The opener “Night Vision” opens with all these atmospherics. There are many layers and even accordion. It really disorients the listener and sets the stage for what is to come.
We recorded over four months. That was not about having luxury. It was about having something we were in need of. We always wanted to put a lot of effort into details and that kind of let the thing move beyond a regular black metal album or whatever. To a great extent The WIld Hunt is first and foremost conveying emotion. It’s capturing Watain, if anything, and that requires special techniques. I really enjoyed being able to look deeper and deeper for things we needed and to be able to express finally a greater statement of what is inside of us.
Even in your stage show now, you’ve had a chance to do some really big shows but even in a smaller setting…I was very lucky and saw you at The Loft in Poughkeepsie, NY to about a hundred people and yet even in that scaled down setting with less fire, the music gets across the music just as much as “theatrics”. Some bands you take away their image and it is not as powerful but not Watain.
The live show is, if anything, where we allow chaos to reign. I like varying the shows from doing grandiose festivals in Europe with flames shooting to the fucking sky and there’s no limit to anything but then I very much enjoy shows like that Loft show. It was a very good example of how Watain works in a more limited scenario. It makes you want to push boundaries even more and focus on the primal essence of the band. That’s important also, to do underground shows where people are just blood, sweat and tears and fucking violent, horrible celebrations of ceremonial fanaticism. AS well as to do wild, grandiose shows like a religion and erect our temple and really go all the way.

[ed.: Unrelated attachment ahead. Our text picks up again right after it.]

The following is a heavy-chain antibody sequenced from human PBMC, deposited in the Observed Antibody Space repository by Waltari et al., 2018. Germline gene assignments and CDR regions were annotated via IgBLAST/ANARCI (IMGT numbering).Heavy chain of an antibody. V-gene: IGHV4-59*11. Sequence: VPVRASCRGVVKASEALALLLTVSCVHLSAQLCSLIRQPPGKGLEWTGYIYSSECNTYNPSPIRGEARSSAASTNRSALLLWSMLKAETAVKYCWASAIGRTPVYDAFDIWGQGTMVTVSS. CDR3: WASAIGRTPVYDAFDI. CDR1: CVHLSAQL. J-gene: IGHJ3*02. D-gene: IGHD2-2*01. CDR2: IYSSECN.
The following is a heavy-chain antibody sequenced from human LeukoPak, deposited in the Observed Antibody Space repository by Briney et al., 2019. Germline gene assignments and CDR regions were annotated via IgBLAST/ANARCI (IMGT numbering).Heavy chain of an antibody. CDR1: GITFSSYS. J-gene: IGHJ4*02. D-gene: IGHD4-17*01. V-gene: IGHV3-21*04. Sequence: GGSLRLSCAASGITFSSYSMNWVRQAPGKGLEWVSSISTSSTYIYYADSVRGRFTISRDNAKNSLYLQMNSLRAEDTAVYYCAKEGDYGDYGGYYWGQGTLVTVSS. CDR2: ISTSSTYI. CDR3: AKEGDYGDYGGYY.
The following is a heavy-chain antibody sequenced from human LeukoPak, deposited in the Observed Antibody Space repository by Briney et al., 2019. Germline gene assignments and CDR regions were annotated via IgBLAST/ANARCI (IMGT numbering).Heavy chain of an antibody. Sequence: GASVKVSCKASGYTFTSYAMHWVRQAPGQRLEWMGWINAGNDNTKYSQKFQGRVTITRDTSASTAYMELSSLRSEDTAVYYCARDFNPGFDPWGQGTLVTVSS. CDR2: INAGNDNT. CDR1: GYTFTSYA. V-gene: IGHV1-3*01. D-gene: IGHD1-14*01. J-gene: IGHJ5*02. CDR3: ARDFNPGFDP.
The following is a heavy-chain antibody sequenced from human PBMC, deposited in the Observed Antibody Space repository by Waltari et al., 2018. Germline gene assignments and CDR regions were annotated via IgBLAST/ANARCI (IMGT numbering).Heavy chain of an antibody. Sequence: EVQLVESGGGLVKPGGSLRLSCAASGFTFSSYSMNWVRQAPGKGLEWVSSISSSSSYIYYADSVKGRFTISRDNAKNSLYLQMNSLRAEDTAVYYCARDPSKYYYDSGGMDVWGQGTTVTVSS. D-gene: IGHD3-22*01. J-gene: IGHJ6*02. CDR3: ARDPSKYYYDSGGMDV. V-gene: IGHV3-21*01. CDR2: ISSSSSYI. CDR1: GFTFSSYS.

Excellent. It’s very inspiring. Many bands lose the script. This record is one of the best of the year. Can you talk about “They Rode On”? That song has clean vocals but doesn’t take away from the band. It establishes more of a mode without becoming your “crossover ballad”.
Yeah, it’s a special song. I always had problems when you have a favorite band and they try a new thing but it doesn’t work. They stray away from their past but lose a sense of foundation. It was very important for us to trust in this but in essence it brought us closer to who we are. “They Rode On” is in many ways the song that is closest to the journey of Watain on the album. It is important at times to use another kind of artistic language to express yourself and we had very important things to say in that song. People are starting to understand this band a bit more which is about fucking time.
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Watain are featured in New Noise Magazine Issue #5